On the death of a soldier

James Graham

Make no mistake: he is dead. He does not sleep.
There is no whisper in his brain. There is nothing
in his chemistry that can say, "I am cold."
No part of him is alive now, either here
or in a place of angels. He will decay.
The world has ended. The cosmos has collapsed
into a singularity. Traffic is passing on the road,
a blackbird sings, a frog leaps somewhere, tourists
are visiting the Taj Mahal, but the world has ended.
If God would send his Minister of State, to give us
the co-ordinates of heaven, if we could send
a party of detached observers on a preview tour
(sales pitch and brochures will not do); if then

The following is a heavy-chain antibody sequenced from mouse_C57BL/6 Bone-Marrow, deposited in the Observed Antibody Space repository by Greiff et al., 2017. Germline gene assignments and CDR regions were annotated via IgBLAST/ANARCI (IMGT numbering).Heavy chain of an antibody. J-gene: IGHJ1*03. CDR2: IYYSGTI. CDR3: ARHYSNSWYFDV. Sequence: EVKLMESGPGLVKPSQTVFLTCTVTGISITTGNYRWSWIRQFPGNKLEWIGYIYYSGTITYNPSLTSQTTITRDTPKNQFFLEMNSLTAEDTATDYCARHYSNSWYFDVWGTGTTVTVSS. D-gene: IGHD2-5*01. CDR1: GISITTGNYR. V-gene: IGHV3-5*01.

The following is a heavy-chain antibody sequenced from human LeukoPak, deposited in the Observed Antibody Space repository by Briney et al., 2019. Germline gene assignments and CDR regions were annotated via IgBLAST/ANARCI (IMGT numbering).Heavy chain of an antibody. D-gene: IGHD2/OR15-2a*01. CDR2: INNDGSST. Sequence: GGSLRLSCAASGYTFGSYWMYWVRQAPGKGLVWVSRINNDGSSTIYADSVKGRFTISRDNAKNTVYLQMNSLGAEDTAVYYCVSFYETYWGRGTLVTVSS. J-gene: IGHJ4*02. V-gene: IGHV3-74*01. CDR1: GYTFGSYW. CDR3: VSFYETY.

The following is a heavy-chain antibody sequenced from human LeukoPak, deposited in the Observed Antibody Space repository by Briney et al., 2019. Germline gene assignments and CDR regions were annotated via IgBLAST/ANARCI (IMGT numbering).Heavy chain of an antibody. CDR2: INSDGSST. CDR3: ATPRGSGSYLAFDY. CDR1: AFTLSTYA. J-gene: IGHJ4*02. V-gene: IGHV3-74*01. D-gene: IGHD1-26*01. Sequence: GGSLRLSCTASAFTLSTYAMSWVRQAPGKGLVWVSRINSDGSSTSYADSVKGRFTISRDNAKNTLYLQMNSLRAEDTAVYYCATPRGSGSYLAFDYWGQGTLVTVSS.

His Excellency would put a human soul
on public view, explain and demonstrate
the method of its separation from the corpse,
and its means of transportation to eternity,

then we would know for sure: would know a man
whose entrails had been scattered on the earth
would be restored and counseled, and be happy.

Then making garbage of young men would not
be a kinder act, but there would be recompense.
The years they never knew, the loves they never gave,
would matter less. It would matter less that they
could not be engineers, or doctors, or play golf,
or father laughing babies. To put it differently:

until God's envoy makes his case, and answers
all our questions, do not kill. Work against death.
Watch over life. Assume there is no other.